It can also be a good way to get them to take the Outside View—thinking about whether a typical candidate might feel the way they do, or whether they’ll ever get round to it. And to appreciate the value of cheap tests—that you should obviously do low-effort things with no real downside, even if they’re stressful. Which are both pretty obvious insights that take a lot of willpower and attention to ensure you do yourself.
2. Ensuring they leave the conversation with a concrete next action. I think a lot of stress/procrastination comes from something feeling fuzzy, stressful and overwhelming. And that there’s a lot of cognitive work in processing an overwhelming task and figuring out what to actually do about it. So I think a really valuable thing to do is to ask “what’s a concrete thing you could do to make progress towards ___?” And then once they give a vague idea, poke at it until it becomes specific and concrete.
It’s also great to ensure they have a specific time and plan—especially if you can get them to explicitly put time in their calendar for it. Long-term admin like applications sucks because it never feels urgent compared to short-term stuff in your life, so the default state of the world is that they put it off indefinitely. I often offer to message them after that block to check on them, and set myself a reminder afterwards to follow-up.
It seems like the obvious problem with this is that identifying the best investment opportunities is hard.
More specifically, I think EA really shines when identifying the problems nobody really cares about or is trying to solve already (eg, evaluating charity cost-effectiveness, improving the long-term future). It makes sense that there would be low hanging fruit for a competent altruist, because most of the world doesn’t care about those causes and isn’t trying. So there’s no reason to expect the low-hanging fruit not to already have been plucked.
Investment, on the other hand, gives EAs no such edge. The desire to make a lot of money seems near universal, and so you should expect the best investment returns to have already been taken. Because a lot of optimisation power is going into investment and into finding the best sources of returns. So I can’t see any clear edges of EAs here.
Arguably EAs have an edge in terms of caring an unusual amount about long time horizons? So I could believe that there are neglected investment opportunities that aren’t great in the short term but which sound excellent over 10+ year time horizons. And I’d be excited about seeing thought in that direction. This is still an area a lot of other people care about, but I think most investors care about shorter time horizons, so I can believe there are mispricings. It’d definitely require looking for things that aren’t also obviously good ideas in the short term though (ie not the Medallion Fund)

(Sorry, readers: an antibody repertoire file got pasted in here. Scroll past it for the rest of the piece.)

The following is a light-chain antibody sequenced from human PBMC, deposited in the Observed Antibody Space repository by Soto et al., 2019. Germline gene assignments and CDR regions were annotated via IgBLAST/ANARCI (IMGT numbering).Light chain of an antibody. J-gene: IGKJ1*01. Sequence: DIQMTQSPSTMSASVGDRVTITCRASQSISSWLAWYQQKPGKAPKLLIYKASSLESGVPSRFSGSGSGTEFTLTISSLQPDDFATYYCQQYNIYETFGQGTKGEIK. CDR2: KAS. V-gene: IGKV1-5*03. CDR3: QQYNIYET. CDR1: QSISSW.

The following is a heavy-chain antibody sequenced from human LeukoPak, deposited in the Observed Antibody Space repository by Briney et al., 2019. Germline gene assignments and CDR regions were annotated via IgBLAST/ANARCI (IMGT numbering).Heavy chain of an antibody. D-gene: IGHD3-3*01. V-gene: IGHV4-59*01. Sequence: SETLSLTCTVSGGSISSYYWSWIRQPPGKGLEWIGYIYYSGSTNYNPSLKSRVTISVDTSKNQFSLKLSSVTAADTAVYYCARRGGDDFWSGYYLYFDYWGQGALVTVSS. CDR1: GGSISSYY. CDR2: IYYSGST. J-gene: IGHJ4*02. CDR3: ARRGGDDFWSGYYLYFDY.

Long time-horizon institutions like university endowments, pension funds etc might be interesting places to look for what good strategies here look like.
It also seems plausible than an EA worldview isn’t fully priced into markets yet, eg if you believe there’s a realistic chance of transformative AI in the next few decades, tech/hardware companies might be relatively underpriced. Or more generally GCRs, like climate change, antibiotic resistance, risks of great power war, artificial pandemics might not be sufficiently priced in? (I’d have put natural pandemics on that list, but that’s probably priced in now?)
Thanks for writing this up! I thought it was really interesting (and this seems a really excellent talk to be doing at student groups :) ). Especially the arguments about the economic impact of AGI, and the focus on what it costs—that’s an interesting perspective I haven’t heard emphasised elsewhere.
The parts I feel most unconvinced by:
The content in Crux 1 seems to argue that AGI will be important when it scales and becomes cheap, because of the economic impact. But the argument for the actual research being done seem more focused on AGI as a single monolithic thing, eg framings like a safety tax/arms race, comparing costs of building an unaligned AGI vs an aligned AGI.
My best guess for what you mean is that “If AGI goes well, for economic reasons, the world will look very different and so any future plans will be suspect. But the threat from AGI comes the first time one is made”, ie that Crux 1 is an argument for prioritising AGI work over other work, but unrelated to the severity of the threat of AGI—is this correct?
The claim that good alignment solutions would be put to use. The fact that so many computer systems put minimal effort into security today seems a very compelling counter-argument.
I’m especially concerned if the problems are subtle—my impression is that especially a lot of what MIRI thinks about sounds weird and “I could maybe buy this”, but could maybe not buy it. And I have much lower confidence that companies would invest heavily in security for more speculative, abstract concerns
This seems bad, because intuitively AI Safety research seems more counterfactually useful the more subtle the problems are—I’d expect people to solve obvious problems before deploying AGI even without AI Safety as a field.
Related to the first point, I have much higher confidence AGI would be safe if it’s a single, large project eg a major $100 billion deployment, that people put a lot of thought into, than if it’s cheap and used ubiquitously.